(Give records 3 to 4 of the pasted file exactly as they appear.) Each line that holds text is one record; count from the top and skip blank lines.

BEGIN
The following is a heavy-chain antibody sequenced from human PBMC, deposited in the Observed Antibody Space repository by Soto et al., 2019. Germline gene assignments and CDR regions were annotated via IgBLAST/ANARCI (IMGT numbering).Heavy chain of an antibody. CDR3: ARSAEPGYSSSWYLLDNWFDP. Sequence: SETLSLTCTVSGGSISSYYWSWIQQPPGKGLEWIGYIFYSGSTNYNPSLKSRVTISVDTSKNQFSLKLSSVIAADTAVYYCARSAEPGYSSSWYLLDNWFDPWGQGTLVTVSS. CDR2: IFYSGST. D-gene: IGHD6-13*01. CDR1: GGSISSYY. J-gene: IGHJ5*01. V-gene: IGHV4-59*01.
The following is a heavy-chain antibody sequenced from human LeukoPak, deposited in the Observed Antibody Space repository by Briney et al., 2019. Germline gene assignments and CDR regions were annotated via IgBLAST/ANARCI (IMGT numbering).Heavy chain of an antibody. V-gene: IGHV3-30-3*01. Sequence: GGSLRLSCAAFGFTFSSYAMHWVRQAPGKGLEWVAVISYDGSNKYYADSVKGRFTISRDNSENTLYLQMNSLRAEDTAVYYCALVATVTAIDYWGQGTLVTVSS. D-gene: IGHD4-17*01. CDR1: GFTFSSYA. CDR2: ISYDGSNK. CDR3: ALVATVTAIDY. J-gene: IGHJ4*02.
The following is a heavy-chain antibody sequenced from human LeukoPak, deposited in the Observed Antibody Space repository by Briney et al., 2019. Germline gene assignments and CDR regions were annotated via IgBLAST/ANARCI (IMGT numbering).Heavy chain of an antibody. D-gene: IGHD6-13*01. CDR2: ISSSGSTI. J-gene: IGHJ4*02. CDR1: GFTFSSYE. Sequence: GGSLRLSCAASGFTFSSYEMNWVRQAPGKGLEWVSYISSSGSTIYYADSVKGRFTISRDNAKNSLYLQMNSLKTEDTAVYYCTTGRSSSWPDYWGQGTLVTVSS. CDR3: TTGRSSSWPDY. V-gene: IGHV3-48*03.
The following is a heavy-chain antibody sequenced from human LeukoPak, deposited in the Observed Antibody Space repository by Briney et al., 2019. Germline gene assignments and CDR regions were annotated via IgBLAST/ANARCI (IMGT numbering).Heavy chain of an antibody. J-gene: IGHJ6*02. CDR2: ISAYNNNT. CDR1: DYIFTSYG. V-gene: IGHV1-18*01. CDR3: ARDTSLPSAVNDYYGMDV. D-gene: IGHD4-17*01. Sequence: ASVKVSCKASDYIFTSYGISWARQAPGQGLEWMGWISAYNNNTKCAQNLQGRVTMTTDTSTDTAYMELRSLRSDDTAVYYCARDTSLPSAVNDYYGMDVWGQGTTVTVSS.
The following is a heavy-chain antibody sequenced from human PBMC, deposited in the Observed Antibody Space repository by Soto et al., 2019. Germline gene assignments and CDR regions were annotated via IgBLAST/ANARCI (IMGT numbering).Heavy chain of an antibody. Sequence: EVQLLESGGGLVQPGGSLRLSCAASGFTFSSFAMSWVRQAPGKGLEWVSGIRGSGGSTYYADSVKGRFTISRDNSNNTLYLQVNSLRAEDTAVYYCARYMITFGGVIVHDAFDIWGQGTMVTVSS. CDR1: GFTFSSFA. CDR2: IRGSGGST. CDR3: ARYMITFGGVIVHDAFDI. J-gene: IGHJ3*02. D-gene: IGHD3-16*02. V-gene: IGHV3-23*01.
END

The following is a heavy-chain antibody sequenced from human LeukoPak, deposited in the Observed Antibody Space repository by Briney et al., 2019. Germline gene assignments and CDR regions were annotated via IgBLAST/ANARCI (IMGT numbering).Heavy chain of an antibody. D-gene: IGHD6-13*01. CDR2: ISSSGSTI. J-gene: IGHJ4*02. CDR1: GFTFSSYE. Sequence: GGSLRLSCAASGFTFSSYEMNWVRQAPGKGLEWVSYISSSGSTIYYADSVKGRFTISRDNAKNSLYLQMNSLKTEDTAVYYCTTGRSSSWPDYWGQGTLVTVSS. CDR3: TTGRSSSWPDY. V-gene: IGHV3-48*03.
The following is a heavy-chain antibody sequenced from human LeukoPak, deposited in the Observed Antibody Space repository by Briney et al., 2019. Germline gene assignments and CDR regions were annotated via IgBLAST/ANARCI (IMGT numbering).Heavy chain of an antibody. J-gene: IGHJ6*02. CDR2: ISAYNNNT. CDR1: DYIFTSYG. V-gene: IGHV1-18*01. CDR3: ARDTSLPSAVNDYYGMDV. D-gene: IGHD4-17*01. Sequence: ASVKVSCKASDYIFTSYGISWARQAPGQGLEWMGWISAYNNNTKCAQNLQGRVTMTTDTSTDTAYMELRSLRSDDTAVYYCARDTSLPSAVNDYYGMDVWGQGTTVTVSS.